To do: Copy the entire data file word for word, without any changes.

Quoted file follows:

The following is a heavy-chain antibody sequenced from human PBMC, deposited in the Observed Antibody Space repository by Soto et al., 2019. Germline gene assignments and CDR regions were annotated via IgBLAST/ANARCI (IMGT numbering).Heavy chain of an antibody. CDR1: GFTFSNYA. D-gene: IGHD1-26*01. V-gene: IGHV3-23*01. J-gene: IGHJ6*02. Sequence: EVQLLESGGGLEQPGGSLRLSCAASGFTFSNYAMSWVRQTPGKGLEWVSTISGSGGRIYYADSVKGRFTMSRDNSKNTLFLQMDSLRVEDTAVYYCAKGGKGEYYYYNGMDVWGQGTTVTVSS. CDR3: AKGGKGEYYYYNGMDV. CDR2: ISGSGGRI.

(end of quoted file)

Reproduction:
The following is a heavy-chain antibody sequenced from human PBMC, deposited in the Observed Antibody Space repository by Soto et al., 2019. Germline gene assignments and CDR regions were annotated via IgBLAST/ANARCI (IMGT numbering).Heavy chain of an antibody. CDR1: GFTFSNYA. D-gene: IGHD1-26*01. V-gene: IGHV3-23*01. J-gene: IGHJ6*02. Sequence: EVQLLESGGGLEQPGGSLRLSCAASGFTFSNYAMSWVRQTPGKGLEWVSTISGSGGRIYYADSVKGRFTMSRDNSKNTLFLQMDSLRVEDTAVYYCAKGGKGEYYYYNGMDVWGQGTTVTVSS. CDR3: AKGGKGEYYYYNGMDV. CDR2: ISGSGGRI.